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The American Narrative in “Generations: A Memoir”

The American Narrative in “Generations: A Memoir”

It would be remiss to read Lucille Clifton’s Generations: A Memoir, recently reissued by New York Review of Books, without considering the moment in which this book—Clifton’s sole memoir—was first released. Published in 1976, Generations emerged the year before the miniseries “Roots” aired on national television eight consecutive nights in a row, a year before The New York Times coined Toni Morrison’s Song of Solomon the “Black Family Chronicle,” and the same year in which Black History Month was first nationally recognized, six years after its first celebration. In many ways, Generations anticipated and supported a growing urgency among Black writers and cultural leaders to interrogate the American narrative of Black experience. Indeed, as many Americans watched the first spacecraft land on Mars and the continuation of the Cold War, the narrative around Black identity and experience turned towards its past, pulling with it both individual and collective memory to produce a radically new form. Generations, the only prose piece written by Clifton, exacts this new form to tell the story of her family, of lasting love and indelible bonds, of slavery and desperation, and of an American experience emerging anew. 

Dedicated to her father, Clifton anchors Generations around the telling of her family, the Sayles: Caroline Donald, Clifton’s great-great-grandmother a descendant of the Dahomey people, who was “captured and throwed in a boat” and in 1830, at the age of eight, walked north from New Orleans to Virginia; Lucy, Carolines’ daughter, the first black woman hanged in Virginia for killing her white husband; and Gene, the son of Lucy, grandson to Caroline, who was born with a withered arm and grew up without parents. The retelling of their mostly unwritten past is relayed through biographical fragments, brought into focus by family photos that bookend the stories of Caroline, Lucy, and Gene. Clifton’s memoir includes other figures too, like her beloved mother, Thema Moore Sayles, and her father, Samuel Louis Sayles—who believed that all a man needed to do was buy a house, have a son, and plant a tree. Together, their lives and Clifton’s rendering, told in stark poetic prose, weave together a story of genealogy that fully embraces all corners of its past.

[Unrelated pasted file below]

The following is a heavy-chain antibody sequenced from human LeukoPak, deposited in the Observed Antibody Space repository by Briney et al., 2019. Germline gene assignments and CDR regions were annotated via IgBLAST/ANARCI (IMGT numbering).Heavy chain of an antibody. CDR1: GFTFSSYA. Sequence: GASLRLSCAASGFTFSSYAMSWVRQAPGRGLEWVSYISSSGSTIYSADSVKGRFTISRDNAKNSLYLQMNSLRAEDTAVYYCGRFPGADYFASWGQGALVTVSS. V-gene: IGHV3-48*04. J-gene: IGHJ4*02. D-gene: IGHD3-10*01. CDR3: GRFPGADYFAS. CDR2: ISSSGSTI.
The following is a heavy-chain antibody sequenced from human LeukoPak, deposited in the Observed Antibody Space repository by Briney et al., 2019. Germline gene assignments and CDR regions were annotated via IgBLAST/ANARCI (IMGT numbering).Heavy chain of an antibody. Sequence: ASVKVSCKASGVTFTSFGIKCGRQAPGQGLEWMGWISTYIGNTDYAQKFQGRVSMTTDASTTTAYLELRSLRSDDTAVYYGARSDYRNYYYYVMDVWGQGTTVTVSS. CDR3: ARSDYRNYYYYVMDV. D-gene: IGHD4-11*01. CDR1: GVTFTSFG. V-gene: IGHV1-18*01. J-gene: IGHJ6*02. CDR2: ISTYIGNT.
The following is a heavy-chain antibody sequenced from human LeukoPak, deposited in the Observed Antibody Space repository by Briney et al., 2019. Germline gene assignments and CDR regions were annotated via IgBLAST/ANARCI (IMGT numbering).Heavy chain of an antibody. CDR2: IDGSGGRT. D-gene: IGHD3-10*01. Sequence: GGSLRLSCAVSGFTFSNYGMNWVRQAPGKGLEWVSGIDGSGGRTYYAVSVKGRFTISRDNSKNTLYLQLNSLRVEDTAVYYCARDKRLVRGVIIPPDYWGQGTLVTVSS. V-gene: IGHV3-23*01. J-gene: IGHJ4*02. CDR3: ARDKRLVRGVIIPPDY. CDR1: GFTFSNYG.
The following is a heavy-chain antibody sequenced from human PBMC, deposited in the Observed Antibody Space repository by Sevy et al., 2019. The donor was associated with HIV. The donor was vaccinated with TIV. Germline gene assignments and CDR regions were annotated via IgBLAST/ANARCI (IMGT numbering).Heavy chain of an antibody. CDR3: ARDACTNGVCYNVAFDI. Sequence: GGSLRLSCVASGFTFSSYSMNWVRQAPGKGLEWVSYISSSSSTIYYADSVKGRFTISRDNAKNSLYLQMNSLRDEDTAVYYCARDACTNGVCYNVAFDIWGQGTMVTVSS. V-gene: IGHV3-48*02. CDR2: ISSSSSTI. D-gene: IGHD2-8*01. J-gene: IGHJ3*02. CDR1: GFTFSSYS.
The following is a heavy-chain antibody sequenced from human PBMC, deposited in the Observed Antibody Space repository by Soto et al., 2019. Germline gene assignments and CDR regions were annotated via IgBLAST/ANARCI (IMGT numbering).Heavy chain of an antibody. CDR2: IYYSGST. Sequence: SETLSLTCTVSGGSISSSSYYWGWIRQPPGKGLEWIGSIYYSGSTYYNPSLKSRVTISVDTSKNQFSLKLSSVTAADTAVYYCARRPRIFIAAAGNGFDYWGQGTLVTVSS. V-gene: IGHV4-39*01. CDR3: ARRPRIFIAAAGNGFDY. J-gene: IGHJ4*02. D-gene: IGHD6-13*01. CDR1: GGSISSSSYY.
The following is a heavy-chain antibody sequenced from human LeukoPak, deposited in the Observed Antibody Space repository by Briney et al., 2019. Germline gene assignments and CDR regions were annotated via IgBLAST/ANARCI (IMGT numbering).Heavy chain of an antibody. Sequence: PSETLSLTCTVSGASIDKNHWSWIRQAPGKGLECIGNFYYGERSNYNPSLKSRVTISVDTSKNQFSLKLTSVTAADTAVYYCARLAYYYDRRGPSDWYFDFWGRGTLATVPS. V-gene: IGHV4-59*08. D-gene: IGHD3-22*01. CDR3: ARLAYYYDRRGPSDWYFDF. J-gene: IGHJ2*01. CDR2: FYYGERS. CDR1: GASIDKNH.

Clifton’s great-great-grandmother, Caroline Donald Sales, was born in 1822 in the Kingdom of Dahomey, a West African territory located within present-day Benin. Along with her mother, sister, and brother, Clifton’s great-great-grandmother was captured, enslaved, and brought to New Orleans at the age of eight. From there, she walked with her family to Virginia, where she was sold to a man named Bob Donald and never saw her mother again. Recalling her story through her father’s childhood memories of his great grandmother, Clifton sketches the genesis of her family’s American story, while considering the feel of the “Dahomey women gathering in [her] bones.” While Clifton notes that Caroline Sales was the “last of her line,” the repetition of the telling of her great-great grandmother’s journey from New Orleans to Virginia at only eight years old works to elongate her narrative, such that Clifton’s father’s memories echo an experience that otherwise isn’t captured in the family archive: “I was eight years old when [Caroline] died. When I was eight years old. I remember everything she ever told me, cause you know when you that age you old enough to remember things.” What had Caroline experienced at eight walking from New Orleans to Virginia? What had she been old enough to remember? What too did her grandson, Samuel, carry in his bones and recollections? Clifton’s gesture suggests much—possibly more than has ever been recorded, preserved, or archived. And yet, it’s still there; Clifton is “named for Dahomey women” too. 

The question about our relationship to history is a fragile one. For Clifton, the fragility is not simply in the sparse record of her family—which includes dates, places, and names—but in the experience of Black American narrative in relationship to a dominant, mostly white narrative of American experience. The invocation of Walt Whitman throughout Generations suggests that “Song of Myself,” as Tracy Smith notes in her forward, is “no longer a familiar American music, but an invitation to a radical configuring of self.” The project of radical configuration is not simply to relay the lives of her ancestors but, rather, for Clifton, is a suggestion that “[t]hings don’t fall apart” and that the “lines connect in thin ways that last and last.” To the American narrative—one that has its roots in white, aspirational notions of storyhood—Generations proffers a counter: the American self is incomplete without the stories that include the origins of Black Americans. 

See Also

Generations: A Memoir
By Lucille Clifton
New York Review of Books
Published November 16, 2021

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